The characters in Trust Your Eyes are totally believable, as is the plot.  Sometimes the most seemingly innocent or innocuous decisions have grave consequences.  If Ray Kilbride hadn’t come home to straighten out his father’s affairs and decide about his brother’s future, he wouldn’t have seen the Whirl360 web site and gone to Manhattan to investigate what his brother thought was a murder.  If Allison Fitch hadn’t turned the television on at a particular moment, the blackmail plot would never have entered her mind.  And if Nicole had won the Olympic gold medal in gymnastics instead of the silver, she might not have become a professional assassin.

Linwood Barclay is a master of his craft.  You can read more about him at this web site.

Check out the complete Marilyn’s Reads blog at her web site.

BAD MOVE by Linwood Barclay: Book Review

“For years, I envied my friend Jeff Conklin, who, at the age of eleven, found a dead guy.” I ask you, who could resist a line like that?

Bad Move, by Linwood Barclay, has that as its opening line.  And it just gets better.

Writing a humorous mystery is obviously very hard to do since so many writers fail at doing it.  Barclay, in what was his first novel, does a perfect job combining laugh-out-loud humor with a cleverly plotted story.  There are so many seemingly throw-away lines in the novel that end up tying the story into a perfect package that at the end I was truly impressed by Barclay’s cleverness.  Backpacks thrown down where they shouldn’t be, a teenager’s desire for a tattoo, a man lacking a sense of smell–the items of real importance are mixed so cleverly with the red herrings that I didn’t recognize them for what they were. Barclay must be familiar with Anton Chekhov’s line, “One must not put a loaded rifle on the stage if no one is thinking of firing it.”  All of Barclay’s rifles were aimed well and fired.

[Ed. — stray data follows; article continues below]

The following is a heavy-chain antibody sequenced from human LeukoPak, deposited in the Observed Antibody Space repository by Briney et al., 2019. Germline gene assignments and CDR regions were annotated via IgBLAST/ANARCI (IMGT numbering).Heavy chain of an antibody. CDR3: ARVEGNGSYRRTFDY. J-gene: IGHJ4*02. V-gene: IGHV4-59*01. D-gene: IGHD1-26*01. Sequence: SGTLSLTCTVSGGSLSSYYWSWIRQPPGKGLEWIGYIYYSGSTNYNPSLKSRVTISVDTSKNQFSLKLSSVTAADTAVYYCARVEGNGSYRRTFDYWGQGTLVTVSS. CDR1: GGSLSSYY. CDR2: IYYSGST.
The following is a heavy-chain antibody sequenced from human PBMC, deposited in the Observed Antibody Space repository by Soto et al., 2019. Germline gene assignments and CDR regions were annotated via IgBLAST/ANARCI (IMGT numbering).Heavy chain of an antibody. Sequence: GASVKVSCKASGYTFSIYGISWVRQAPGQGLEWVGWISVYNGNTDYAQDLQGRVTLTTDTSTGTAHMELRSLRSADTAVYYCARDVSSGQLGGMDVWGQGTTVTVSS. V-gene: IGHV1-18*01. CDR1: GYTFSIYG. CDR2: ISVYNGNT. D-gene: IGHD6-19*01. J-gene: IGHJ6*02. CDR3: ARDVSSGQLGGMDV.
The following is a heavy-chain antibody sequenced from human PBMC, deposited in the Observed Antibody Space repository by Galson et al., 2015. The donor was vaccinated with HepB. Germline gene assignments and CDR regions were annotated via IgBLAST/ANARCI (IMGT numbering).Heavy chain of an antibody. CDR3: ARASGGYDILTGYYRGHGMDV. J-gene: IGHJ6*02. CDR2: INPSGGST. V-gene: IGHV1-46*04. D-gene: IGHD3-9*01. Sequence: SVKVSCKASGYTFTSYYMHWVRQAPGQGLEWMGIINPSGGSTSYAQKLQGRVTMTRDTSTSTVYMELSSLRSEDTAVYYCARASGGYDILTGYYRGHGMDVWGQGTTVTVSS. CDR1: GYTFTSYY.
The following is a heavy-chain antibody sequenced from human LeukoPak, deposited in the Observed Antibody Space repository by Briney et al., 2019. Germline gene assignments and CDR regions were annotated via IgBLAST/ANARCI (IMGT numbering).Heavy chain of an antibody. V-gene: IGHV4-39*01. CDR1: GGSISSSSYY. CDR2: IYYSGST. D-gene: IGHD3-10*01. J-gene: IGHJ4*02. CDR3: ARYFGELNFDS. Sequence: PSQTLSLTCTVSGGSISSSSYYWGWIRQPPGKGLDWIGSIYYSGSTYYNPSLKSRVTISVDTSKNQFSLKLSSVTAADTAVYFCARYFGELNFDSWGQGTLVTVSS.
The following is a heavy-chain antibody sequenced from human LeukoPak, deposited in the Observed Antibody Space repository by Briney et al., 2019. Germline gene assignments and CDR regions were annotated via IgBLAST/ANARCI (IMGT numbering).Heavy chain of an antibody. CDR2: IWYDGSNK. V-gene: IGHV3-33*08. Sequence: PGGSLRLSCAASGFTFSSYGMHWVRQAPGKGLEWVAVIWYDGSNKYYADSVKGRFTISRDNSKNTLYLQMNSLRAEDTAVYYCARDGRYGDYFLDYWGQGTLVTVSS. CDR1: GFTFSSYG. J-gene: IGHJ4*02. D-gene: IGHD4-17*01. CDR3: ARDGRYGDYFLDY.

Zack Walker and his family have moved from Toronto, although that city isn’t named in the book, to the suburbs for what he views as a safer life.  Zack sees danger everywhere–keys left in the car in the driveway (a car thief might be lurking), a hair blower in the bathroom sink (possible electrocution), a front door left unbolted (a burglar’s dream).  But his every effort to try to impart cautionary tales to his wife and teenage son and daughter lead them to see him as a paranoid control freak, if not worse.  But, unable to stop himself from “teaching them a lesson,” he blunders on and eventually lands in the middle of corruption and murder in his safe, suburban environment.

It’s clear that Zack only wants to teach his family important lessons, but each one makes him appear more foolish than the one before. In his attempt to show his wife that she shouldn’t leave her purse in her shopping cart when she moves to another aisle, he slips the bag under his jacket and goes to his car to hide it in the trunk.  He waits there for his wife to leave the store, upset that her bag has been stolen.  But when she gets into his car, she has no purse and isn’t upset.  She tells him that she’s realized that wearing a fanny pack is easier than carrying her heavy purse while she’s shopping, so in fact she didn’t have her purse with her at all.  So who’s purse does Zack have in his car?  The story goes on from there.

Chapter 15, in which Zack and his son attend a parent-teacher meeting with the son’s science teacher, is the funniest piece of writing I’ve read anywhere in years. The beauty of it is that it’s totally a part of the story.   It’s not humorous lines gratuitously thrown in to make the reader laugh but rather a deeper look into the mind of the hero and his total obliviousness to how his son and the teacher view his actions during the meeting.  It’s funny and true at the same time.

My only regret after reading Bad Move was that I had never heard of the author until he was recommended to me a couple of weeks ago.  He’s a top-selling novelist in Canada and the United Kingdom and the author of several more books following Zack Walker, in addition to stand alone thrillers.  I guess I’ve got a lot of catching-up to do.

You can learn more about Linwood Barclay at his web site.